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From prayer to prairie

From prayer to prairie

Dennis Sadowski October 19, 2023

Bright clusters of Virginia bluebells and the star-shaped lemon-yellow blooms of marsh marigold greet Marianist Sister Leanne Jablonski ’85 as she walks a meandering pathway through woodlands at the Society of Mary’s Mount St. John oasis a few miles east of the UD campus. It’s spring, and nature is putting on its usual colorful show.

Emerging from the forest filled with native plants and trees, Jablonski looks out over a restored grassland prairie coming to life in the bright afternoon sun. The renewed 14-acre prairie sits atop a borrow pit that yielded 75,000 cubic feet of sand and gravel for the construction of adjacent Interstate 675.

The overlook gives Jablonski director of the Marianist Environmental Education Center housed on the property, a deep sense of satisfaction. It’s a place where she feels the embrace of Mother Earth; she offers a prayer of appreciation for the beauty of the diverse plant and animal life at the 147-acre nature reserve, known as MEEC.

“It’s a time of renewing my friendships with all life and renewing my commitment to care for God’s creation,” Jablonski said of her walks. “And I ask for guidance in the work that we are doing.”

That work is part of the care for all God’s creation, an increasingly common pursuit for Catholic sisters around the world. Heeding the call of Pope Francis, many U.S. religious orders of women are conserving energy, reducing waste and plastic usage, lowering dependence on fossil fuels, installing solar panel arrays and adding electric vehicles to their fleets, actions aimed at slowing global warming. Their actions are both spiritual and practical, and the results they are achieving offer models for how others consider both the environment and the most vulnerable among us.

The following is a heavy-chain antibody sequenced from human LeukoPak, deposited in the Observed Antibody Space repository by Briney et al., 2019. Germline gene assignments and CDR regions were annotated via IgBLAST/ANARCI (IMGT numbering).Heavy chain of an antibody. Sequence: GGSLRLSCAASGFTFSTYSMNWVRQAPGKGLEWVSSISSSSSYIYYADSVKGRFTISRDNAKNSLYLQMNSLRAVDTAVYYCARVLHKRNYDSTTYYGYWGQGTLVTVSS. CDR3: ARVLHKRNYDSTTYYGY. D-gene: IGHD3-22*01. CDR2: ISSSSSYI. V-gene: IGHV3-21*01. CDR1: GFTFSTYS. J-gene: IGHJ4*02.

Illustration by Becca Thorne
Illustration by Becca Thorne


The prairie

Jablonski, an ecologist who is a scholar for faith and the environment within UD’s Hanley Sustainability Institute, has devoted her life to protecting creation and addressing climate change. Her multiple roles — a ministry she described as built on the rich tenets of Catholic Social Teaching and the charism of her order, the Daughters of Mary Immaculate — allow for opportunities to educate, raise awareness and undertake hands-on work for Earth.

“My call is coming from God and it’s been mediated through the ecosystems, the creatures, the plants and the animals consistently,” explained the native of Winnipeg, Manitoba, who holds a master’s degree in biology and also earned a master’s in